9. My sister’s horse was one that died, she was a trakehner 1994 model and my sister raised her from a foal. She was having a baby and that is why she was looking for a great home for her. Chrissy for sure fooled many people and she needs to be stopped, from what I am hearing she has done this before. How can she sneak under the radar and no one even checks on the animal wlfare? Had no one gone to the farm? From what I see the farm looks beautiful how did she even get the money to start living there? My sister is devastated and this will haunt her for the rest of her life, she asks me why did I not go visit, how did this happen, why did Chrissy not return the horse, why why why?! My sister tried to contact Chrissy with no reply and my sister wondered what happened and then she heard about the seisure. My sister’s horse was one that was seized her body score was a one and we all know that means death, she lived 6 days.

    • So so sorry to hear such a sad story. For anyone bringing a horse to a place they think is a forever home. They should check the other horses carefully. Under there blankets! This girl sounds very sick. How people can do this is just criminal . I could never drive by and see a horse in skin and bones condition and not go find out what the problem is!

  10. Here in Maine, it seems to be a lost cause to complain to an ACO or AW agent. There have been many cases reported, and strangely enough there are never any problems, according to the AW agent. Recently there was a horse in my area whose body score was easily a 1 or 2, many people filed complaints ,the state welfare agent visited the property, and once again nothing was wrong. I personally had never seen a horse in such poor shape in my life. Thankfully he passed away before the brutal cold arrived in December. I wish Maine had stricter laws in place to protect these animals. The story above reminds me of a local situation only with cats and dogs….again people have complained over and over to the authorities to no avail. Social media has punished this woman however, she still manages to obtain animals and they continue to mysteriously die in her care but not until she sets up “go fund me” pages for people to contribute to their care at her so called “rescue”. It’s sickening….

  11. I am like that I speak out, make noise when I see something wrong and yes I get criticized for doing so but damn it I’m going to continue to do it I’ve been like that my whole life and I’m not going to stop and if those people want to criticize me including my other half he rather put his head in the sand and not notice anything I will put myself out there it don’t matter whether it’s a person a child I will speak up I’m not afraid so many are afraid something will happen to them well if you don’t speak up something will happen to these poor souls that do not have a voice of Their Own and abusing an animal to the point of death is just I can’t even imagine that someone in good conscience could even do that reach out and ask for help it will it will be out there if we all speak out when we see something wrong then our voice will be stronger than those who hide in the sand so keep looking and keep speaking louder and louder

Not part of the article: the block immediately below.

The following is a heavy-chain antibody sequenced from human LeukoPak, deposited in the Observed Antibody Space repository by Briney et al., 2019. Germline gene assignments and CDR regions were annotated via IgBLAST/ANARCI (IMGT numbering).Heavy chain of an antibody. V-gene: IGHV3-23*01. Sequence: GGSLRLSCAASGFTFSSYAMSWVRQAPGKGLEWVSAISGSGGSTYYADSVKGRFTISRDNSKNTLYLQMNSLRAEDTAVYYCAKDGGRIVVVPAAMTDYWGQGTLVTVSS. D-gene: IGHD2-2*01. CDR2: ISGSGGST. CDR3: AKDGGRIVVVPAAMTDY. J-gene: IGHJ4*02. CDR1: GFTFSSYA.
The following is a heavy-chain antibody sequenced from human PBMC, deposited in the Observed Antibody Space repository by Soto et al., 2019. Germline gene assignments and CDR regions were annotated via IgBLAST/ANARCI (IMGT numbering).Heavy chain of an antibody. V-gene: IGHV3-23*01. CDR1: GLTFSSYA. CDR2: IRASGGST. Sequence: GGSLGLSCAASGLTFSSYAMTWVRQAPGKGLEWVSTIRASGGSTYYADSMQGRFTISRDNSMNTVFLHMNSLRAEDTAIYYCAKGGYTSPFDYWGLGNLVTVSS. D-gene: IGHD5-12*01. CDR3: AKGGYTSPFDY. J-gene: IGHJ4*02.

12. She is once again and sadly now out looking and buying more horses. Please be aware.

  13. Pingback: Knowing when, and how, to speak up | Word and Spirit

  14. I knew this woman. I met her because I had just gotten a divorce and I was dispensing all of my tack, selling it on local Facebook boards. She bought a LOT. I had just moved to Fort Wayne and didn’t know too many people- she invited me to lunch, and dinner. It was nice. One day I drove with her to pick up a little Morgan stallion somewhere near Toledo. He hadn’t been handled in 10 years and I was impressed with her patience with him, getting him on the trailer in less than an hour.
    But there were red flags. I never saw her ride, or show….or work. I didnt see hay in the barn and I asked – it was summer so when she said her dealer was delivering soon I didn’t think too hard about it. It bothered me, but then I told myself I was being judgmental. Sadly it was discernment, I wasn’t being judgemental at all. I had a gut feeling but I sensored my intuition.
    The day I came home from work and saw her face on the local news caused me so much anguish. I called a couple of my old horse friends (I didn’t have horses by that time) and they all know what was going on. I felt sick. I barely knew her a year but she was the only friend I’d made in Fort Wayne. I had a good reputation in the OTTB world and I wondered if somehow I had been complicate. I reached out to her to tell her I’m worried about her mental health (I was doing my internship to be a therapist at that time), and she told me “it was all a misunderstanding”….by then I was listening to my friends, and my gut. I never spoke to her again.

    I use this situation to check myself now – I will always trust my gut. I use this as an anolgy for my clients too. We have to pay attention to those red flags and ask more questions.